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I agree, I have run many an engine without any filter at all. The main thing a filter does is trap fairly large pieces, most damage is done by much smaller pieces than any full flow filter can trap. H-D would have to prove that the filer you put on, caused the problem, to void warranty. They would no be able to prove that, so unless there are other(not known to us) things going on, H-D will have to make it good.
 

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Barney Fife - Poser
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I agree, I have run many an engine without any filter at all. The main thing a filter does is trap fairly large pieces, most damage is done by much smaller pieces than any full flow filter can trap. H-D would have to prove that the filer you put on, caused the problem, to void warranty. They would no be able to prove that, so unless there are other(not known to us) things going on, H-D will have to make it good.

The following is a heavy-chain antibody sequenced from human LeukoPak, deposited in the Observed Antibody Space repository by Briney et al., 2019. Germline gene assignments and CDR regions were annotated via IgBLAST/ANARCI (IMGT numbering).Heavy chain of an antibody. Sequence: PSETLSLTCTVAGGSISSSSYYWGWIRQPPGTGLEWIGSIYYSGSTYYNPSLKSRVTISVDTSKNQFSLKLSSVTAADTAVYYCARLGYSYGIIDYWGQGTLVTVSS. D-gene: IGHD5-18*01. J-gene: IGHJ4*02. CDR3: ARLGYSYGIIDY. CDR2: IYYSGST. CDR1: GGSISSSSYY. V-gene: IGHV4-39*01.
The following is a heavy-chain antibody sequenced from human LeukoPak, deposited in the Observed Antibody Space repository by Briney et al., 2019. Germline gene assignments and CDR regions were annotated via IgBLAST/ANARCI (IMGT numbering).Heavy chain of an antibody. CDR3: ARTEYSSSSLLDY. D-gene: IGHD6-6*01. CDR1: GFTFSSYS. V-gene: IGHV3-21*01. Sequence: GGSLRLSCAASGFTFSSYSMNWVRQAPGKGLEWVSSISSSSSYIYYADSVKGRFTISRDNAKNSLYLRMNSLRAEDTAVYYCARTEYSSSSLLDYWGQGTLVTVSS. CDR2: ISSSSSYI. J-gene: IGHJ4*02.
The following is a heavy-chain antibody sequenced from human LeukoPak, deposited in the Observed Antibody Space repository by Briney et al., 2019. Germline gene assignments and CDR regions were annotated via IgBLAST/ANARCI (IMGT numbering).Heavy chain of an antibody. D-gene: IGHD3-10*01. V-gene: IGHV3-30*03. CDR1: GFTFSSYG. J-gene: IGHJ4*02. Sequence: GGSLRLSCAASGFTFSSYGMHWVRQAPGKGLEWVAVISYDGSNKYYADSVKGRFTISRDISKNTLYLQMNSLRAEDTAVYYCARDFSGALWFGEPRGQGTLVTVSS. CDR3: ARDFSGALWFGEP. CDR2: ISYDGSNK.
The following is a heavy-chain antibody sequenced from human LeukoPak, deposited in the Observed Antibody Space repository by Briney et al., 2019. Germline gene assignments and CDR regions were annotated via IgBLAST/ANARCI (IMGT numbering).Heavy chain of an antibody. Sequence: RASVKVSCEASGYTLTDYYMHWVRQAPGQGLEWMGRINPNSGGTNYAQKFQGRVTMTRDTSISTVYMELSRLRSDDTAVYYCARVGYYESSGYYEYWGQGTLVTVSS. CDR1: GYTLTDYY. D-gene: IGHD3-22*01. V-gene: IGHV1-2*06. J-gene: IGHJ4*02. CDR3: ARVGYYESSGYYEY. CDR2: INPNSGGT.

I don't think that's how it works. If you decide to use parts that don't meet the OEM specs for performance then I think that relieves them of any burden of proof. You can't eliminate the filter spec by saying "well, that guy ran his engine with no filter at all and he says that filters only trap big stuff and most damage is done by tiny pieces". Frankly, considering that a HD filter only costs about $11 and is actually a good filter, there is no good reason not to use them, certainly while your bike is under warranty, not to mention that if you buy your oil and filters from them then they will know (and even have records) that you are changing the oil. So, the first burden of proof here is that the OP has to prove he actually changed the oil and that he used a filter that was up to the task.